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“I can be sexy but you can’t harass me!”

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Shanghai – Shanghai’s municipal subway authority is claiming that “scantily clad women attract molesters”—and the women of the city are not having it! Thousands have taken to the media, blogs and websites to fight against the officials’ blatantly sexist and chauvinistic remarks.

“By this logic, a man can harass a woman at a swimming pool!”posted Internet user Dajiangjoejiu. “Can it be that I’m doomed to be robbed if I drive a BMW? That’s the same thing, isn’t it?” questioned Zhu Xueqin, a professional psychological counsellor who works on gender studies.

The brouhaha started on 20th June when subway operators posted on Weibo pictures of an unidentified woman at an unspecified station wearing what appeared to be a see-through dress. A warning came with the picture, cautioning “girls, please be dignified to avoid perverts”.

The post also blamed the sex-offence squarely on the victim, adding “it would be strange if you dress like this on the subway and not get harassed”.

Two women were so riled up by the comments that they went down to the station, covered themselves in black hoods and robes, and held up protest signs against the subway operators. The signs read, “I can be sexy but you can’t harass me!” and “Yes to cool dresses! No to dirty men!”

“How women dress should never be an excuse for sexual harassment. We have the freedom to wear whatever we want,” said the protester named Xiangqi, as other passengers offered their support to the women’s cause.

One office worker and regular subway user said no amount of clothing would deter a molester. “I was once sexually harassed on a bus when I was in high school—and I was wearing winter clothes!” said 26-year-old Tian Wei. “It has nothing to do with what a woman wears, most people will agree.”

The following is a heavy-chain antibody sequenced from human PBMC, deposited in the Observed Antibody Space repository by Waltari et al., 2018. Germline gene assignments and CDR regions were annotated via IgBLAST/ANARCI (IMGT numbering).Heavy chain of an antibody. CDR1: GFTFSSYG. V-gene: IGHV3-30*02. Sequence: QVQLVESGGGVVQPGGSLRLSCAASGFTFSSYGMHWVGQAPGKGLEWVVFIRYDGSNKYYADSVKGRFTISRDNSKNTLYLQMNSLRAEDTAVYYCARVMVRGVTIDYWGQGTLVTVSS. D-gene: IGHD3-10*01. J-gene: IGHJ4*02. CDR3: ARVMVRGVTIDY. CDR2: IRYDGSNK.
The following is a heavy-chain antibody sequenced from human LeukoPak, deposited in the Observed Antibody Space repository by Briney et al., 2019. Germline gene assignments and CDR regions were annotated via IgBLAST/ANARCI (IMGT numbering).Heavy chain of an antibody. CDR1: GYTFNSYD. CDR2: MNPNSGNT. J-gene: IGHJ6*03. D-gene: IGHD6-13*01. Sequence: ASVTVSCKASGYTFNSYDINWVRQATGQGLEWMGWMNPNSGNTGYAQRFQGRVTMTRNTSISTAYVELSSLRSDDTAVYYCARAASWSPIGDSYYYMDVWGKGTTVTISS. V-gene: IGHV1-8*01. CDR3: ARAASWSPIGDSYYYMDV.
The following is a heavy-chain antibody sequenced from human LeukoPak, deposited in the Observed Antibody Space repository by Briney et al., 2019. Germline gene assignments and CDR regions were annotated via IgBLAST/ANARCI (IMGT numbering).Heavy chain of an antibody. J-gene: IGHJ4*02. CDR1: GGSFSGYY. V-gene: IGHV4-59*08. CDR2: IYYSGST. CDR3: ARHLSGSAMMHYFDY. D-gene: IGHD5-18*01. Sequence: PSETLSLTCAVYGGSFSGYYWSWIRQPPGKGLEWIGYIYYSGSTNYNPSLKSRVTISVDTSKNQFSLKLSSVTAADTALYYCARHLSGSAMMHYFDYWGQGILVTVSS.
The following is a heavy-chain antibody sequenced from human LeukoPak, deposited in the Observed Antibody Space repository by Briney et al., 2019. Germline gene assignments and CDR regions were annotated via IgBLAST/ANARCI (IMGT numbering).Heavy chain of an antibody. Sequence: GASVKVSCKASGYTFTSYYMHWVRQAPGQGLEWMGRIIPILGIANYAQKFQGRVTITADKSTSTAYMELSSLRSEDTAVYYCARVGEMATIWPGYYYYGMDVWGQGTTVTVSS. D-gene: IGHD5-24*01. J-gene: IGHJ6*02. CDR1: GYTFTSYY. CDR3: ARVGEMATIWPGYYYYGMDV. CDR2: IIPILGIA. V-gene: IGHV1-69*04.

Another Shanghai resident named Wang added that sexual harassment should include any type of behaviour that makes the other person uncomfortable and not just actions like fondling or accosting. “I feel sick when a man looks me up and down in that way when I’m on the subway—and I don’t wear anything improper,” she said.

Some people have gone to the municipal authority’s defence, saying their statements were simply a goodwill gesture. But a senior officer from the Beijing-based non-government organisation that works for women’s issues, Media Monitor for Women Network, isn’t buying it.

“The tone is far from being courteous,” said Xiong Jing. “It’s improper for the company as the manager and maintainer of order in the subway to criticise their female passengers. They are the victims, not the perpetrators.”

Meanwhile, several Shanghai men have come forward to say they’re the ones who feel harassed by these women dressed to thrill. “It’s embarrassing if a scantily clad woman happens to stand in front of me in a crowded train,” said Shao Yuru, a 25-year-old civil servant. “Sometimes I can only bend my head to look away or take out my phone and look at it.”

Source: China Daily/Agencies